Is it possible to be a feminist and have a long-term, live-in boyfriend?
Those of us who think of feminists as man-haters would likely say, “of course you can’t, being a feminist makes you about as romantic as a freshly-squeezed boil”. These people may not have a clear idea of the many attitudes and concepts encompassed by feminism. For those who prefer same-sex partners, feminism and romantic relationships seem to have more room to breathe. But, like me, heterosexual women may discover how difficult it can be to mix feminism with cis romantic relationships.
I had always considered myself an ‘equalist’, meaning “I just want men and women to be equal”. Dear god, I was clueless. I didn't realise just how unequal things were or how much work feminism had yet to do. But one dark and stormy night, I read a book that caused me to shed my equalist robe like a 1950s movie star about to leap off the high diving board at a midnight pool party.
It started with a very cool rooftop party—not a pool party—at the Auckland Art Gallery. The scorching antipodean summer sun was making me feel very uncool. Imagine my relief when I stood in the shade for a moment and chanced to have an interesting conversation with a man who worked in gender equality for the Australian government.
A month later, the summer heat broke with a storm. I was on my couch reading the book by Laurie Penny that the Australian gender equality representative had recommended to me. Thanks mate, you may have either saved or ruined my life. I still don’t know which.
A book can change everything and for me this one did. I became a dedicated feminist.
What’s more, I realised my latent feminism had been the source of most of my problems in my long-term romantic relationships with men.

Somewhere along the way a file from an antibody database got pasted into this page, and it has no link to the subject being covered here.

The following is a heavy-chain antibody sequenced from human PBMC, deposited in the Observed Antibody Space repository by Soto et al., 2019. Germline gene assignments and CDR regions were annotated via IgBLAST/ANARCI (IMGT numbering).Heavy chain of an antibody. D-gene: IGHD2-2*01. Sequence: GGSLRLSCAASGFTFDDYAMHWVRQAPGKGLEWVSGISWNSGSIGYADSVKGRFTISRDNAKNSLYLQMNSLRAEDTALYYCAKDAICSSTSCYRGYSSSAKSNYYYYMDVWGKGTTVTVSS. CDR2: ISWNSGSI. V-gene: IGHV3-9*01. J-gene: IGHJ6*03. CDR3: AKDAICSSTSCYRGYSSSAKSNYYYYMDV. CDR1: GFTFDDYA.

As I read, my heart started pounding, my mouth went dry and my face flushed pink (although I don't know if that's true because I didn't look in the mirror). I became the kind of excited I get when I fall in love or hear something that's 100% true.
Both things had happened. I had fallen in love with the author's revelatory energy and I had found out something 100% true about myself. I had found out that one of the major reasons I seemed unable to have lasting relationships with men was this: I didn't fit the image of ideal womanhood that men are constantly being sold and women are constantly buying into.
The vast majority of men feel they’re entitled to a female sidekick. The emphasis being on sidekick, not co-hero. And the vast majority of women continue to fill that sidekick role, especially in their romantic relationships. Most people even assume that this is somehow the natural order of things.
Women aren't the least bit liberated from the expectation to fulfil the sidekick role of getting married or being in a long-term de facto relationship by a certain age. In fact, due to the idea that women can now ‘have it all’ (a concept that has become the great nemesis of western women, an unintentional Trojan Horse of second wave feminism), women feel like they should get married, birth a fleet of babies while looking fabulous and work from dawn till the witching hour—although don’t get me started on witches and what witch hunts say about attitudes toward powerful, unmarried women.
I finished reading the book. I felt sad; sad that the book was finished (always the way with a good read) and sad that I was going to have to give up men forever.
Okay, I probably wasn't going to give up men, but what was I going to do now?
My submerged feminism had been interfering with my relationships: whenever I found a man, bit by bit, I became unhappy. I wanted shared chores, a balanced sexual relationship with my orgasm just as important as his, I wanted him to be genuinely happy for me when I succeeded, not secretly or even openly insecure about it. I resented masculine double standards (insert your own examples here). Why was I the one to cook most of the meals, buy the toothpaste, take out the compost and organise the majority of dirty little domestic details?